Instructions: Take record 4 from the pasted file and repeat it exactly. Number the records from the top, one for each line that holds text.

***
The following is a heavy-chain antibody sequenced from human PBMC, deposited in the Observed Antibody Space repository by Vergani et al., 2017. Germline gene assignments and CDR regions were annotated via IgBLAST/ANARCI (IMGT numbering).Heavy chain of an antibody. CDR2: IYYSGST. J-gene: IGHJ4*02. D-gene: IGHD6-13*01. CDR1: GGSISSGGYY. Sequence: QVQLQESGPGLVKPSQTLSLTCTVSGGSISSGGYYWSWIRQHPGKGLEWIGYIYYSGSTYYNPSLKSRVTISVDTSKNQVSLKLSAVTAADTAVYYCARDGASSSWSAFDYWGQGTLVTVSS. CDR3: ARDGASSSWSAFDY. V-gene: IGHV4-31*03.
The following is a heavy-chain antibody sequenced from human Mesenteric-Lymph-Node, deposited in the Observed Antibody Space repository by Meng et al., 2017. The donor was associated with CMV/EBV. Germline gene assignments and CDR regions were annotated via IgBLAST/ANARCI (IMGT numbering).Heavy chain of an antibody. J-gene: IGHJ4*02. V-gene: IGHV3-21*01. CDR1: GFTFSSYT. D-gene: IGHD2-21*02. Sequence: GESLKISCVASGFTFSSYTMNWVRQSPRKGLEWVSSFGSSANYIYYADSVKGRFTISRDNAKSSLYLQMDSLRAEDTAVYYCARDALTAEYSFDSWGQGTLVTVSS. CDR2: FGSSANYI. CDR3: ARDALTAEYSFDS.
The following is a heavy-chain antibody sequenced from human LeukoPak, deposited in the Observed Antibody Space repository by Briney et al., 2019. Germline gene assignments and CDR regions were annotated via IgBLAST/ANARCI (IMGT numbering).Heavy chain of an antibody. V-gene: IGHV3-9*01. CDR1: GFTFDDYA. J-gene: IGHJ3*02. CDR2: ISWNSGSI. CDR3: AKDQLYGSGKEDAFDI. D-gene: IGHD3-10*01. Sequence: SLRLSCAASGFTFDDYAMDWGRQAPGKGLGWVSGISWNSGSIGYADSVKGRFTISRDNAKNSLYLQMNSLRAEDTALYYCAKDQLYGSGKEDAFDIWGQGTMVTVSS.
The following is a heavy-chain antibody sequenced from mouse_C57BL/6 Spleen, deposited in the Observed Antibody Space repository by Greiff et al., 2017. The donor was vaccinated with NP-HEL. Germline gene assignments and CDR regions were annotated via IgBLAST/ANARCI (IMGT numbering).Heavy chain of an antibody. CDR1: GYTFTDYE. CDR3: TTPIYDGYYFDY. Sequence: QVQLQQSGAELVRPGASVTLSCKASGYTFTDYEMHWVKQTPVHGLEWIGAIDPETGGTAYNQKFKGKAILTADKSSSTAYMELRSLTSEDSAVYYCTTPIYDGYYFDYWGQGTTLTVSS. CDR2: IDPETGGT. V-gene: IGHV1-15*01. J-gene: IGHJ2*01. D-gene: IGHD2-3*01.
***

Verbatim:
The following is a heavy-chain antibody sequenced from mouse_C57BL/6 Spleen, deposited in the Observed Antibody Space repository by Greiff et al., 2017. The donor was vaccinated with NP-HEL. Germline gene assignments and CDR regions were annotated via IgBLAST/ANARCI (IMGT numbering).Heavy chain of an antibody. CDR1: GYTFTDYE. CDR3: TTPIYDGYYFDY. Sequence: QVQLQQSGAELVRPGASVTLSCKASGYTFTDYEMHWVKQTPVHGLEWIGAIDPETGGTAYNQKFKGKAILTADKSSSTAYMELRSLTSEDSAVYYCTTPIYDGYYFDYWGQGTTLTVSS. CDR2: IDPETGGT. V-gene: IGHV1-15*01. J-gene: IGHJ2*01. D-gene: IGHD2-3*01.